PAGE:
By CAM HUFFMAN
Bluefield Daily Telegraph
Texas has been to three Final Fours, the most recent in 2003, and has made the NCAA Tournament for 14 straight seasons under head coach Rick Barnes, five of them ending in the Sweet 16 round or deeper.
West Virginia has been to two Final Fours, the most recent in 2010, and has made the NCAA Tournament in seven of the last eight seasons, including five in as many seasons under head coach Bob Huggins.
But as those two programs prepare to meet tonight in Austin, Texas, at 9 p.m. on ESPN2, both of those streaks are in jeopardy.
WVU enters today’s Big 12 game at 7-6 overall and 0-1 in Big 12 play. The Mountaineers are coming off a 67-57 loss to Oklahoma on Saturday in their first-ever Big 12 game. They blew a 12-point second-half lead after shooting just 22.2 percent from the field in the final 20 minutes.
Texas is in a similar position at 8-6 overall and 0-1 in Big 12 play. It owns a win over then-No. 23 North Carolina and was competitive against No. 20 Michigan State, but it also lost to Chaminade early in the year and is fresh off an 86-79 overtime loss at Baylor.
“Like Bobby (Huggins), I don’t know what to expect,” said Barnes in evaluating today’s matchup. “We’ve both had programs that have played at the very highest level, and that’s the standard that we both believe in. Regardless of what other people might think of our teams, we know what our expectations are.”
And neither is meeting those expectations.
West Virginia’s problems are many. For starters, the Mountaineers are last in the Big 12 in field goal percentage, shooting just 39.7 percent from the field, and their 69.2 points per game ranks seventh in the 10-team league.
“At the risk of sounding simplistic, it would be nice if we made a shot every once in a while,” said Huggins. “We just haven’t shot the ball very well. We haven’t shot it very well inside, and we haven’t shot it from 3.”
But that’s just the start of the problem. Huggins said every team struggles to make shots at some point. The key is to find other ways to score.
“We’ve always been very proficient at scoring off the offensive glass, and obviously we haven’t done that,” said Huggins. “We’ve got to do a better job of keeping balls alive and finishing around the goal. We missed 11 shots inside of 3 feet (against OU). We’ve got to do a better job.”
Huggins said WVU needs somebody to step forward and take control of the team.
“In the past, we’ve always had seniors step up,” he said. “We lost Joe Alexander, and everybody said, ‘What are you going to do?’ Da’Sean Butler stepped up. We lost Da’Sean Butler; Kevin Jones stepped up. I think our problem is that we haven’t had anybody step up.”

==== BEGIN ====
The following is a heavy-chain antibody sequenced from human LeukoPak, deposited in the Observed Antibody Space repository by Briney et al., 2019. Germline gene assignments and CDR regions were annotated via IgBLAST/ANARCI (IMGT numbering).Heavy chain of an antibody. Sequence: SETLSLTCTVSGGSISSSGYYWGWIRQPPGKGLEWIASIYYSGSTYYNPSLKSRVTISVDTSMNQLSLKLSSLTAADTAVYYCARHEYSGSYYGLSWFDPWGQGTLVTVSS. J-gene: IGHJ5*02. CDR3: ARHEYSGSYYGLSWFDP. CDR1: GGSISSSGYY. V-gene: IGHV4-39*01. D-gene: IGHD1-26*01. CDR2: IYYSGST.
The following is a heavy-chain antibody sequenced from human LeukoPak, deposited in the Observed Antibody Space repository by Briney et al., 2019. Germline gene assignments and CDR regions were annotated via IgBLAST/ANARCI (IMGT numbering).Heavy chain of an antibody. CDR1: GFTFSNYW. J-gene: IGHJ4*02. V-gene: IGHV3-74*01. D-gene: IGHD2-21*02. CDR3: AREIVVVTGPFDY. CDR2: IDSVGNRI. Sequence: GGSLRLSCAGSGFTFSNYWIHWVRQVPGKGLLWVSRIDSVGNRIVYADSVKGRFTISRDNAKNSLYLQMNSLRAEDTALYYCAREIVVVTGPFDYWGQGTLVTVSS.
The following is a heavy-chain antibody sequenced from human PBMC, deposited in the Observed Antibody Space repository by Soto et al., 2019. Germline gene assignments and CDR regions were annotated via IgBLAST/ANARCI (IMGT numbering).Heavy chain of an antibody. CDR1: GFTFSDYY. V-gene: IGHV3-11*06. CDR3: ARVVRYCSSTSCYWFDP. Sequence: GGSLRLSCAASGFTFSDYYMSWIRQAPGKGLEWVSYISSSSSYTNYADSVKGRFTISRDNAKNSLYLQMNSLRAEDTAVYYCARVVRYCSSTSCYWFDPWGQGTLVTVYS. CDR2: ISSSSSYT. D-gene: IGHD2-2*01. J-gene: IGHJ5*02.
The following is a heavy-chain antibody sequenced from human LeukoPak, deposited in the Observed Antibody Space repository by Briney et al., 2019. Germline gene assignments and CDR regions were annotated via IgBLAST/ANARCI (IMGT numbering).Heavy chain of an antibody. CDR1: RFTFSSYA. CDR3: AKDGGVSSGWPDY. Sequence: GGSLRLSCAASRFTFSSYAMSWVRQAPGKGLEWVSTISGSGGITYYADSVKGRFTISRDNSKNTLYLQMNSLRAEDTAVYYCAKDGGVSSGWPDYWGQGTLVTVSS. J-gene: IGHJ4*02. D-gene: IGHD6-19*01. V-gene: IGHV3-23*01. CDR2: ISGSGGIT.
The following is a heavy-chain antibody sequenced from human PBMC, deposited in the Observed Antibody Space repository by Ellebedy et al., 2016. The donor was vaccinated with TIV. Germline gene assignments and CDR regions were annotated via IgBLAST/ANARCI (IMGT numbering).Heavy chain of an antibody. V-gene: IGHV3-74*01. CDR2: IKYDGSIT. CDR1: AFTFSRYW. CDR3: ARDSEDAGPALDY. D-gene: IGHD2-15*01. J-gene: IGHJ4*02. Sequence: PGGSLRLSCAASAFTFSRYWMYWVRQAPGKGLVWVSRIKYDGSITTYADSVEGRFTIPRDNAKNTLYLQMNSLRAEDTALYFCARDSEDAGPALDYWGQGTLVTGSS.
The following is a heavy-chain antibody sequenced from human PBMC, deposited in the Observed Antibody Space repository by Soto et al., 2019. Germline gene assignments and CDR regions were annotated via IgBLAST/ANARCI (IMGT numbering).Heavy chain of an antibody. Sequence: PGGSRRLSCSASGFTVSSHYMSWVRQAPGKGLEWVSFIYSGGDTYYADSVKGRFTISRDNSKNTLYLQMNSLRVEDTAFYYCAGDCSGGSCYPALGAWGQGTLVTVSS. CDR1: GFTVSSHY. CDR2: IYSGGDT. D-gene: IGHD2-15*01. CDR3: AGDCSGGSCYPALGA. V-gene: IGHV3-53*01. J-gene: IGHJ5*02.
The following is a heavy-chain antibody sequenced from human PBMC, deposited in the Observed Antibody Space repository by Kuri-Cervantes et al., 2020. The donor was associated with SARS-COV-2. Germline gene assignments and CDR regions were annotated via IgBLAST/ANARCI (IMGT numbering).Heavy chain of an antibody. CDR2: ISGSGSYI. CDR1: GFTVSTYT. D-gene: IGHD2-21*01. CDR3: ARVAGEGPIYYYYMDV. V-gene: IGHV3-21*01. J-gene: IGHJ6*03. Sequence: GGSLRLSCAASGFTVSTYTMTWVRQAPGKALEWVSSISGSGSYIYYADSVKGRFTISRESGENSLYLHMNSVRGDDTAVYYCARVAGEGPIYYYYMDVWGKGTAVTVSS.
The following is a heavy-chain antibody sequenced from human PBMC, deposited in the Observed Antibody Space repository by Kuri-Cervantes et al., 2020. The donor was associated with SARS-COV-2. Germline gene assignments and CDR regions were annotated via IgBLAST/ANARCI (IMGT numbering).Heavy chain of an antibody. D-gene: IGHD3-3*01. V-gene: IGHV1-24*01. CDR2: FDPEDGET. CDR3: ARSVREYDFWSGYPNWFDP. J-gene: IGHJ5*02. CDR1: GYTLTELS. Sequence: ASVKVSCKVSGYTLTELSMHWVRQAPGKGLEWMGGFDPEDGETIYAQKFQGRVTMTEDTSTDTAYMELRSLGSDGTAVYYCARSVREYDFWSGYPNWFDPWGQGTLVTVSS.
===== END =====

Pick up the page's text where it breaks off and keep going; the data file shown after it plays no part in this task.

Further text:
Huggins said he’s seen the opposite from a young Texas team.
“They’re extremely talented,” he said. “I think Rick’s done a great job with a bunch of young guys. He’s got them playing like a bunch of veterans, not like freshmen and sophomores.”
Barnes doesn’t necessarily agree.
“Anytime he says something, I take it as a compliment, because he’s one of the best coaches to ever coach the game,” he said of Huggins’ high praise. “But when I look at my team, you can’t except some of the mistakes. They think they’re older than they are, and they ought to play that way.”
Texas is even worse than West Virginia when it comes to putting points on the scoreboard, averaging just 65 points per game, ahead of only TCU in the Big 12. Its 40.6 field goal percentage is ahead of only WVU, and the Longhorns’ minus-2.35 turnover margin is the worst in the conference.
“We are who we are right now,” said Barnes, whose team is led by sophomore guard Sheldon McClellan, who’s averaging 15.6 points and 4.7 rebounds per game. “We’re an 8-6 team, and we’re an 8-6 team for a reason, because we haven’t been consistently tough enough to do the things that are necessary to win basketball games.
“We haven’t established an attitude where we know that everybody is going to do their job every day. It’s not just making shots and scoring points. We’ve got to get better at the details.”
WVU and Texas have met three other times on the hardwood, with the Longhorns holding a 2-1 advantage. The most recent meeting came in the 2006 Sweet 16, when Kenton Paulino hit a long three at the buzzer to give his club a 74-71 victory over John Beilein’s Mountaineers. That loss ended the WVU careers of Kevin Pittsnogle, Mike Gansey, Johannes Herber, J.D. Collins and Patrick Beilein, one of the best senior classes in WVU history.